Dr Robert Pyke has a wealth of geotechnical and water resources engineering experience from all over the world, including the Delta, and he has some sensible suggestions for addressing our water management problems. Among them
1. Restoration of floodplains on the Sacramento and San Joaquin rivers and their tributaries, which provides three significant benefits: stretching out floods to allow export pumping over a longer time; reducing peak flows as floods pass by the major urban areas and through the Delta; and restoring complexity and nutrients to the ecosystem.
2. New pumping facilities somewhere in the west Delta to allow flows to pass through the Delta in a natural way before surplus flows are extracted; these facilities might include some temporary storage.
3. One or more tunnels that can move the extracted water to a large temporary storage facility until the existing pumps can move it south; this storage facility would likely be adjacent to and might incorporate the existing Clifton Court Forebay.
4. Additional south-of-Delta storage, much of it likely as groundwater but also including new west-side surface storage.
Said Dr. Pyke in a Stockton Record op-ed last month, “Any well-thought-out plan for getting out of this stalemate has to start by recognizing both the need for more natural flows through the Delta and that precipitation in California is extremely variable.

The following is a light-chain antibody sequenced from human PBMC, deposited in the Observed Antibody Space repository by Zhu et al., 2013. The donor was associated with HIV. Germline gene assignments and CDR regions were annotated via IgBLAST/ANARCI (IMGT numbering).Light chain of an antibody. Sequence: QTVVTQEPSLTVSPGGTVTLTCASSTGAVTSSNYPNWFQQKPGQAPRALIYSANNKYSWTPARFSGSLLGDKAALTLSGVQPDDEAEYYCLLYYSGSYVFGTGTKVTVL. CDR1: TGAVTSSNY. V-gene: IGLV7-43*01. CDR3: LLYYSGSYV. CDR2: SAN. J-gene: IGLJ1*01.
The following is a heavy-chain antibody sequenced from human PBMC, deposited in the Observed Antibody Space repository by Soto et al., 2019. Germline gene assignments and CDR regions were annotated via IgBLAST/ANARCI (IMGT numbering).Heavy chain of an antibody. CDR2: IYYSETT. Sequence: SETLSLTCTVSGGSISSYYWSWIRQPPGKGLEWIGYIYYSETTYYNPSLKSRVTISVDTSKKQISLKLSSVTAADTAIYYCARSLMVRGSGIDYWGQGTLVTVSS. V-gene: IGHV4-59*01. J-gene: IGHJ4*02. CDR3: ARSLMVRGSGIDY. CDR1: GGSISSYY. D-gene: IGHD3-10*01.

Thus, natural flows through the Delta should be restored to the maximum practical extent; and much more water should be extracted at periods of high flow and much less at periods of low flow.”
Other suggestions from Dr. Pyke:
- Put in place a rational plan for maintaining and improving Delta levees and a mechanism for funding these improvements.
- Be sure that Delta levee and water conveyance policies allow for adaptive management to adapt to sea level rise as necessary.
- Encourage growth of native vegetation on the water side of all Delta levees. (This engineer insists that it can be done safely, and we agree.)
- Preserve the tradition of agriculture in the Delta to the maximum extent possible but encourage habitat-friendly agricultural practices.
- Encourage development of recreational and tourism facilities on broadened levees that provide positive flood protection as well as access to the water.
- Emphasize the interconnectedness of conveyance, ecosystem restoration, flood management, and water quality.
The Delta never had large stretches of open water. Dr. Pyke recommends restoring five sunken Delta islands (including Franks Tract) as tidal wetlands or tule marsh. Allowing tule marsh would allow soil level to rebuild to sea level. Open water, he says, does nothing for the ecosystem, is hard on levees, and can’t be used by boaters.
Dr. Pyke notes that the Delta Conservancy is the primary state agency responsible for ecosystem restoration in the Delta.
For the BDCP or anyone else to prioritize ecosystem restoration efforts, including possible conversion of agricultural lands to habitat, is premature until the Conservancy’s strategic plan is complete.